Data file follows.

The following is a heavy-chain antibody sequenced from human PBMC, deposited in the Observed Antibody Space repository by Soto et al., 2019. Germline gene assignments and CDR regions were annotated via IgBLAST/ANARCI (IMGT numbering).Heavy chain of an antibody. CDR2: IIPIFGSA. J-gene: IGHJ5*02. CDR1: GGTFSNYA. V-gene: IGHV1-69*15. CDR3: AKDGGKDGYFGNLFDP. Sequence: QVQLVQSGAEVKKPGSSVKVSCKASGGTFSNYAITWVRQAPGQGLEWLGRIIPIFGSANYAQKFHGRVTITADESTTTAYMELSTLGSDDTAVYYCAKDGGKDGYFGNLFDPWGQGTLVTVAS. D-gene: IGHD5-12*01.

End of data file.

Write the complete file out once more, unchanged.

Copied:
The following is a heavy-chain antibody sequenced from human PBMC, deposited in the Observed Antibody Space repository by Soto et al., 2019. Germline gene assignments and CDR regions were annotated via IgBLAST/ANARCI (IMGT numbering).Heavy chain of an antibody. CDR2: IIPIFGSA. J-gene: IGHJ5*02. CDR1: GGTFSNYA. V-gene: IGHV1-69*15. CDR3: AKDGGKDGYFGNLFDP. Sequence: QVQLVQSGAEVKKPGSSVKVSCKASGGTFSNYAITWVRQAPGQGLEWLGRIIPIFGSANYAQKFHGRVTITADESTTTAYMELSTLGSDDTAVYYCAKDGGKDGYFGNLFDPWGQGTLVTVAS. D-gene: IGHD5-12*01.